As Villaraigosa's star rises, problems at home could hurt him
As Los Angeles Mayor Antonio Villaraigosa prepares for a major role in this week's Democratic National Convention, the nagging financial crisis at City Hall could complicate that ascent.
Back home, key Villaraigosa allies are warning that City Hall is on the verge of going broke. Complaints from neighborhood activists over reduced city services are growing louder.
And public employee unions, a force at next week's Democratic convention, are increasingly hostile to Villaraigosa. Some, angry over the mayor's efforts to roll back pension benefits, have likened him to Wisconsin Gov. Scott Walker, a lightning rod of anti-union fervor and a target of Democratic Party ire.
Last week, former Mayor Richard Riordan — a Republican who has endorsed Villaraigosa three times — raised new alarms about spiraling pension costs, declaring that L.A. is headed "deeper into financial disaster."
The mayor's top budget analyst warned that record-high staffing at the Los Angeles Police Department — a signature achievement during Villaraigosa's first term — is in jeopardy unless voters pass two new tax increases.
Sherman Oaks Homeowners Assn. President Richard Close, who voted for Villaraigosa in the last two elections, says Los Angeles is "in decline and without leadership" from the mayor and the City Council. Angelenos would fare better if the mayor, who has 10 months left in office, stayed put and used his skills to confront the city's problems, he said.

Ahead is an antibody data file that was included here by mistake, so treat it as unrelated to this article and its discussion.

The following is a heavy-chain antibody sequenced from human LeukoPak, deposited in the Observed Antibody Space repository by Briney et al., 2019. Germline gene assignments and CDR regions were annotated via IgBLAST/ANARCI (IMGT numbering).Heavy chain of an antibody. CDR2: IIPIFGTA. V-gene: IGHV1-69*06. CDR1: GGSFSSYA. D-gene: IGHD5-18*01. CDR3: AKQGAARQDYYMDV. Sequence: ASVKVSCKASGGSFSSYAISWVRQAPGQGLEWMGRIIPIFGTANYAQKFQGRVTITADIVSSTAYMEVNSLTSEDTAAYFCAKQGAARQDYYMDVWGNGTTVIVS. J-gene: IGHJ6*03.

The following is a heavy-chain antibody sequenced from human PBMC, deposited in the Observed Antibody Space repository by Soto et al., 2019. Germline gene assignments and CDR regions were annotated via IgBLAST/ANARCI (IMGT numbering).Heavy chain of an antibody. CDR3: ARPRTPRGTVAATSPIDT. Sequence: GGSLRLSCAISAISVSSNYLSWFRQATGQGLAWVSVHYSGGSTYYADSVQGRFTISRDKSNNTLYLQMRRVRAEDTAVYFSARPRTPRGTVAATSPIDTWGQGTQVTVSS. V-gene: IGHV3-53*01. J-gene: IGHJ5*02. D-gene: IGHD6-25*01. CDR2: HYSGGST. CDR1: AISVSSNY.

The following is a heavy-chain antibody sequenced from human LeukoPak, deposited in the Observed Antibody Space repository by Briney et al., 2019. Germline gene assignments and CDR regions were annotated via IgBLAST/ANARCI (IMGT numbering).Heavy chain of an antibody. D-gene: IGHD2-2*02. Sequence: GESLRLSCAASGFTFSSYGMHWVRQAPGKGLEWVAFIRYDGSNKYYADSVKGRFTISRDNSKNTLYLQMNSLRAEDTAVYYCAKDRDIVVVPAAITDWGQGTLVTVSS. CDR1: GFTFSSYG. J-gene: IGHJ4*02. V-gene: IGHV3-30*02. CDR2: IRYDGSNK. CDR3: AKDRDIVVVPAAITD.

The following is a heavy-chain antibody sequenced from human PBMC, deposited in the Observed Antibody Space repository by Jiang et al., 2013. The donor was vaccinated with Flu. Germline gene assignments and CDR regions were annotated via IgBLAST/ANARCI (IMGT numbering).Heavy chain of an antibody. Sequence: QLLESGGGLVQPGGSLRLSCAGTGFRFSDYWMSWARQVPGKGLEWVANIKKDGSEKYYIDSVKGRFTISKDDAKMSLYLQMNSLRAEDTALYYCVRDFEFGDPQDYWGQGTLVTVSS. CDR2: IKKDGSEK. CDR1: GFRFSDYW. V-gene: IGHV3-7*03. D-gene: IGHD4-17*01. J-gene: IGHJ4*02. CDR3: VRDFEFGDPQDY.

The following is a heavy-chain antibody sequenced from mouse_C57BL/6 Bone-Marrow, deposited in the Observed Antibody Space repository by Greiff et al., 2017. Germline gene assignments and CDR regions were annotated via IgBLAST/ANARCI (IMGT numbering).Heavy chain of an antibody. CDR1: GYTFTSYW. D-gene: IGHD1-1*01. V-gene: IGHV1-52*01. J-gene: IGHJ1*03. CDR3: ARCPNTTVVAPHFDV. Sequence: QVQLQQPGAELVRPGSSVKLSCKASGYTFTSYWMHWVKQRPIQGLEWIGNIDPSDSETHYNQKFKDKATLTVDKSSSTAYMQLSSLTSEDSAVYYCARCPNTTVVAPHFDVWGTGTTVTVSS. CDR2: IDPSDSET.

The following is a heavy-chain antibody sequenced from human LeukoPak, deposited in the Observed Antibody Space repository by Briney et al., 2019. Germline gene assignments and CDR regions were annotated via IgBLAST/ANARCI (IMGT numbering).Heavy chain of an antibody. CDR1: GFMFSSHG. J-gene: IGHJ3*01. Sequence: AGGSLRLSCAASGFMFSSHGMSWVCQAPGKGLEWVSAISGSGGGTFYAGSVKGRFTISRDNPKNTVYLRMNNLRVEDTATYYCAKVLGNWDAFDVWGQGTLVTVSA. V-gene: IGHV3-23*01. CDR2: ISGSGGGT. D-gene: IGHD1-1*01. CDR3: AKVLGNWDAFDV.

"He's running out of time to be the bold leader that he could be," Close said. "And to be a bold leader, you have to be in Los Angeles."
A spokesman said Villaraigosa's busy schedule did not permit an interview for this article. But in an email, the mayor said he is in constant contact with city department heads and is "fully engaged on the daily issues and the larger topics that face L.A." He defended his time away, arguing that national politics plays a huge role in securing money for housing, public transportation and other critical needs.
"When people ask me, 'What's the mayor of Los Angeles doing in Charlotte or Tampa?' I say it matters who's in the White House," Villaraigosa told CNN's Brooke Baldwin this week. "It matters who's in the majority in Congress."
Villaraigosa's prominent profile in the November campaign has given him a chance to expound on Medicare, the power of Latino voters, the federal deficit and appealing to what he describes as a "radical center" of the nation's increasingly polarized political system.
He has signaled interest in a run for governor, but has carefully avoided specifics, saying that he is looking to finish his mayoral duties on "a high note."
-- Kate Linthicum and David Zahniser
Photo: Mayor Antonio Villaraigosa contends national politics play a huge
role in securing money for housing, public transportation and other city
needs. Credit: Michael Robinson Chavez / Los Angeles Times